The Parti Quebecois’ (PQ) victory in Tuesday’s snap election in the predominantly French-speaking Canadian province will likely embolden some supporters of Taiwanese independence, as it usually does when the separatist movement takes power, to draw parallels in their struggle for nationhood.
While it may be tempting to regard events in Canada as a source of inspiration, the Quebec experience is a bad template for Taiwan’s struggle against Chinese encroachment and therefore should not be used as an analogy.
Above all, unlike Taiwan, Quebec is part of a federal system whose “colonial” power that the separatists have been struggling against is democratic, officially bilingual and does not threaten to use force or unleash paramilitary columns if they do not behave. Contrary to China, Ottawa does not brandish 1,600 ballistic missiles at the province’s 6.1 million people, nor does it have a so-called law that would legitimize the use of force against it should its people decide to secede, which they have tried to do twice through referendums. Canada does not curtail the human rights of Quebecers or undermine their freedom of expression, though authoritarian China does so to Taiwan. Finally, unlike Taiwan, Quebec shares land geography with Canada and has not had the privilege of 117 years of separate existence that the island-nation has had since the Japanese took over in 1895 (not to mention the time before that).
The object here is not to pass judgement on the validity of the claims made by Quebec separatists or whether Taiwan is more deserving of independence than Quebec. The point is that the two conflicts are idiosyncratic and as such serve as poor templates for one another.
Still, politicians and pundits in Taiwan will sometimes argue the case for independence along “ethnic” and “linguistic” lines, and in that aspect, Taiwan can learn from the PQ’s experience, primarily to find out how not to behave.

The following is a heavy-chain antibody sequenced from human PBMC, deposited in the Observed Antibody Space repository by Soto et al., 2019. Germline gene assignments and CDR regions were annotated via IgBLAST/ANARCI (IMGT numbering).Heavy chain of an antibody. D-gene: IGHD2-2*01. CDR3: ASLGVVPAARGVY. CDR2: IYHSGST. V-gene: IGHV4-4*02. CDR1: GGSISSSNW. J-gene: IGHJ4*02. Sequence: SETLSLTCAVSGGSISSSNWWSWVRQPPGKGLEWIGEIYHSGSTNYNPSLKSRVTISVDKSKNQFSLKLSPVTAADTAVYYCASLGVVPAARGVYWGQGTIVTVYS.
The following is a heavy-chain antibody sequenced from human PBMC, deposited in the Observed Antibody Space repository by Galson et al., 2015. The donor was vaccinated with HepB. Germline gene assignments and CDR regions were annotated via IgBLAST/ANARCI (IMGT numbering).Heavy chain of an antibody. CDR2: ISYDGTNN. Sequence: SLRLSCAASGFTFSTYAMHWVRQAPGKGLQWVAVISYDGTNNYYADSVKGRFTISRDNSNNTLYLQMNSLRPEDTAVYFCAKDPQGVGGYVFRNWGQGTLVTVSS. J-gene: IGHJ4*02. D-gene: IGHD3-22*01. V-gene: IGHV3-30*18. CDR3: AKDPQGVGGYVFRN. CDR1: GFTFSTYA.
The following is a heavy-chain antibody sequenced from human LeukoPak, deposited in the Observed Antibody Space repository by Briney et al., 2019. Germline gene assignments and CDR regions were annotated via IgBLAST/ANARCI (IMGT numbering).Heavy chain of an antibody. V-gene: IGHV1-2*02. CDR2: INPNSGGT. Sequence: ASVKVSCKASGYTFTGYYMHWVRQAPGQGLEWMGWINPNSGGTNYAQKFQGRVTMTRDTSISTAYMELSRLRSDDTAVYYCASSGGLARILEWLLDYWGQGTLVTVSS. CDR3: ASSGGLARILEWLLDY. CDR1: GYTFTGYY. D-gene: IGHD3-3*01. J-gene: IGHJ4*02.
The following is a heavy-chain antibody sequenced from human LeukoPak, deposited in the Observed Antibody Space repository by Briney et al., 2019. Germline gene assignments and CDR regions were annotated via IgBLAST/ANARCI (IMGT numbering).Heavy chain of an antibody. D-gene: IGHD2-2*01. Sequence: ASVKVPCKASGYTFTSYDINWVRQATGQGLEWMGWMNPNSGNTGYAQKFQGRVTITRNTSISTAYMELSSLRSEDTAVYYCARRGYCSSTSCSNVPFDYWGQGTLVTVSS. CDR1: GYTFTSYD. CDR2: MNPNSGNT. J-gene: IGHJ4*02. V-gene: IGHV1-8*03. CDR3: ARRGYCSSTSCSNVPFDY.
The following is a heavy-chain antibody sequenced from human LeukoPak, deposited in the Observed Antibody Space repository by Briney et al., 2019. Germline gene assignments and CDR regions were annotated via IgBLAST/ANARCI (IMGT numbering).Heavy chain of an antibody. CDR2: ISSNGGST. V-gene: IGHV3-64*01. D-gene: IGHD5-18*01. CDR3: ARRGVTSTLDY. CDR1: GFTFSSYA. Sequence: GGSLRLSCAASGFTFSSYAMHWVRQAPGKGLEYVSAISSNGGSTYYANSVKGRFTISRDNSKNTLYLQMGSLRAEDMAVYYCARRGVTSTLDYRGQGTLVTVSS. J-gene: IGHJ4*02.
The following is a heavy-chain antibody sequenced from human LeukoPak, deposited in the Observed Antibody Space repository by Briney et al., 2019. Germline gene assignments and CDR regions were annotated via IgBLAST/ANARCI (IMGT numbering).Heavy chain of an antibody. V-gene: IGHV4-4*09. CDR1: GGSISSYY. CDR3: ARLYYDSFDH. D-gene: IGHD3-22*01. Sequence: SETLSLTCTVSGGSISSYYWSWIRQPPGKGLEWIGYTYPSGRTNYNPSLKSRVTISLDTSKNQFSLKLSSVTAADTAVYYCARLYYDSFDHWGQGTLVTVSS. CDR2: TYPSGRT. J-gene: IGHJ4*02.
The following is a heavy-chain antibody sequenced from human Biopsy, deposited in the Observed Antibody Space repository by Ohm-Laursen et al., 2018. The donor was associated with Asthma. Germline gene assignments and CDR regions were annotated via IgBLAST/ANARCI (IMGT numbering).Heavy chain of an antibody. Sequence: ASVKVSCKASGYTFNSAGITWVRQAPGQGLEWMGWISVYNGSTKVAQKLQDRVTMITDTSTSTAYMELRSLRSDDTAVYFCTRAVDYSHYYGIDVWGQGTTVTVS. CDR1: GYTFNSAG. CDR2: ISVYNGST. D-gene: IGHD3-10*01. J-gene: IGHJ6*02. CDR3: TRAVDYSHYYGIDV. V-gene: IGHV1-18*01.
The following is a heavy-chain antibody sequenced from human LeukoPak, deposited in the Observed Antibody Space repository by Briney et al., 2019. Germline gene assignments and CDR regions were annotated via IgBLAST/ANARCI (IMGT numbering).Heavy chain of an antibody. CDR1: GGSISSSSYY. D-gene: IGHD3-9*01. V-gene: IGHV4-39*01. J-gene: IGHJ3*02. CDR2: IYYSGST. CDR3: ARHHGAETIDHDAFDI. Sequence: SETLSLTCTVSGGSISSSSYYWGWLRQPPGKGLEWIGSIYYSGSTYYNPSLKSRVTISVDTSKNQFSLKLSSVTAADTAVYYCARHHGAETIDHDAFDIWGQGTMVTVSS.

The PQ leader and Quebec’s first female premier, Pauline Marois, has among other things proposed to expand the province’s language Law 101 that prevents francophones and immigrants from attending English-language junior colleges, and seeks to introduce a law that would make it impossible for non-French speakers to run for office.
In comments that echo Jacques Parizeau, an openly xenophobic former PQ leader who blamed the failure of the province’s second referendum in 1995 on the “ethnic vote,” Marois has also said (in French, of course) that it is the responsibility of everyone who wishes to call Quebec their home to learn and assimilate to the local culture, not to replace it with their own. For a party that equates language with cultural identity, this raises serious questions about whether the 20 percent or so of people who live in Quebec and who are not francophones continue to be welcome there under the pequistes.
Adopting such an ideology is not only a step backward for a multiethnic and immigrant society like Quebec’s, but risks exacerbating tensions between Anglophones and francophones, while encouraging extremists, like the 62-year-old man who shot and killed a person during Marois’ victory speech in Montreal, who fear the PQ will make them second-class citizens and no longer part of Quebec society. The term assimilation immediately brings to mind extreme rightists like Jean-Marie Le Pen in France or the late Joerg Haider of Austria, and goes against the reality of the modern world, where cultures do not replace one another in a zero-sum game, but rather evolve and become richer as a result of interaction.